With most '52 variants now sport large internal memory perhaps this will never come up for anyone else, but it came as un unpleasant surprise to me. The processor's manuals I examined (Intel, Philips and Atmel) describe in intimate detail how the processor behaves on exiting reset, but say almost nothing about what happens while the processor is actually in reset.

More on Eyeglasses

Steve Litt of wrote in response to my bemused ramblings on eyeglasses and Britney Spears in the last Muse:

I have a theory about this. 200,000 years ago, people with bad eyes couldn't see the lion until it was within striking distance. All the people with bad eyes were killed except for those smart enough to figure alternate defense systems (look through pinholes made by their fingers, follow in the footsteps of a more succulent animal, whatever). As a result, survival of the fittest bonded myopia and intelligence. Now that glasses are invented, that bond will slowly be broken over the next 100,000 years or whatever.

When you invent a time machine and take a time trip to 100,000 AD, the people with glasses will be as dumb as those without.


Joke for the Week

If Abbott and Costello were still around today their famous sketch
"Who's on first?" might have turned out something like this....

ABBOTT: Super Duper computer store. Can I help you?
COSTELLO: Thanks. I'm setting up an office in my den and I'm thinking about buying a computer.
COSTELLO: No, the name's Lou.
ABBOTT: Your computer?
COSTELLO: I don't own a computer. I want to buy one.
COSTELLO: I told you, my name's Lou.
ABBOTT: What about Windows?
COSTELLO: Why? Will it get stuffy in here?
ABBOTT: Do you want a computer with Windows?
COSTELLO: I don't know. What will I see when I look in the windows?
ABBOTT: Wallpaper.
COSTELLO: Never mind the windows. I need a computer and software.
ABBOTT: Software for Windows?
COSTELLO: No. On the computer! I need something I can use to write proposals, track expenses and run my business. What have you got?
ABBOTT: Office.
COSTELLO: Yeah, for my office. Can you recommend anything?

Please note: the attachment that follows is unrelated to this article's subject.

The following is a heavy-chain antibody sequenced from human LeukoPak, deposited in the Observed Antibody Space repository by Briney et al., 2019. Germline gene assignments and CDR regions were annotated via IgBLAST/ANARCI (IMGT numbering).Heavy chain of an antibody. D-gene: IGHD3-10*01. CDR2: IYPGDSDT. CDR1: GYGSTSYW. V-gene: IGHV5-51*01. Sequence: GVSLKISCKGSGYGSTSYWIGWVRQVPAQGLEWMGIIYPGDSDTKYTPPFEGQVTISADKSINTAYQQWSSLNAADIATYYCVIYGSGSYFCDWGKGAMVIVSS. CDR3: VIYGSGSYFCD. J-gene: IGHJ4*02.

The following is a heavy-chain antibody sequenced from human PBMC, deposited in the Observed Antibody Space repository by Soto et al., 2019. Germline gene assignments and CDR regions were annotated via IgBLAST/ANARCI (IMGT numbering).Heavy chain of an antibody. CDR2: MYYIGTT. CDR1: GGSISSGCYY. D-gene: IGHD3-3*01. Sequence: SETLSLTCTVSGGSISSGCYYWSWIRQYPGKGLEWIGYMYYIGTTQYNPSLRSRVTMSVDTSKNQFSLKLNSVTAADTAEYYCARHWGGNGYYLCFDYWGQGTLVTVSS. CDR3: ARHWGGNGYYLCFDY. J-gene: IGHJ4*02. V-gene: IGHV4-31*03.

ABBOTT: I just did.
COSTELLO: You just did what?
ABBOTT: Recommend something.
COSTELLO: You recommended something?
COSTELLO: For my office?
COSTELLO: OK, what did you recommend for my office?
ABBOTT: Office.
COSTELLO: Yes, for my office!
ABBOTT: I recommend Office with Windows.
COSTELLO: I already have an office with windows! OK, letís just say I'm sitting at my computer and I want to type a proposal. What do I need?
COSTELLO: What word?
ABBOTT: Word in Office.
COSTELLO: The only word in office is office.
ABBOTT: The Word in Office for Windows.
COSTELLO: Which word in office for windows?
ABBOTT: The Word you get when you click the blue "W".
COSTELLO: I'm going to click your blue "w" if you don't start with some straight answers. OK, forget that. Can I watch movies on the Internet?
ABBOTT: Yes, you want Real One.
COSTELLO: Maybe a real one, maybe a cartoon. What I watch is none of your business. Just tell me what I need!
ABBOTT: Real One.
COSTELLO: If it's a long movie I also want to see reel 2, 3 & 4. Can I watch them?
ABBOTT: Of course.
COSTELLO: Great! With what?
ABBOTT: Real One.
COSTELLO: OK, I'm at my computer and I want to watch a movie. What do I do?
ABBOTT: You click the blue "1".
COSTELLO: I click the blue one what?
ABBOTT: The blue "1".
COSTELLO: Is that different from the blue w?
ABBOTT: The blue "1" is Real One and the blue "W" is Word.
COSTELLO: What word?
ABBOTT: The Word in Office for Windows.
COSTELLO: But there are three words in "office for windows"!
ABBOTT: No, just one. But it's the most popular Word in the world.
ABBOTT: Yes, but to be fair, there aren't many other Words left. It pretty much wiped out all the other Words out there.
COSTELLO: And that word is real one?
ABBOTT: Real One has nothing to do with Word. Real One isn't even part of Office.
COSTELLO: STOP! Don't start that again. What about financial bookkeeping? You have anything I can track my money with?
ABBOTT: Money.
COSTELLO: That's right. What do you have?
ABBOTT: Money.
COSTELLO: I need money to track my money?
ABBOTT: It comes bundled with your computer
COSTELLO: What's bundled with my computer?
ABBOTT: Money.
COSTELLO: Money comes with my computer?
ABBOTT: Yes. No extra charge.
COSTELLO: I get a bundle of money with my computer? How much?
ABBOTT: One copy.
COSTELLO: Isn't it illegal to copy money?
ABBOTT: Microsoft gave us a license to copy money.
COSTELLO: They can give you a license to copy money?


ABBOTT: Super Duper computer store. Can I help you?
COSTELLO: How do I turn my computer off?
ABBOTT: Click on "START"..........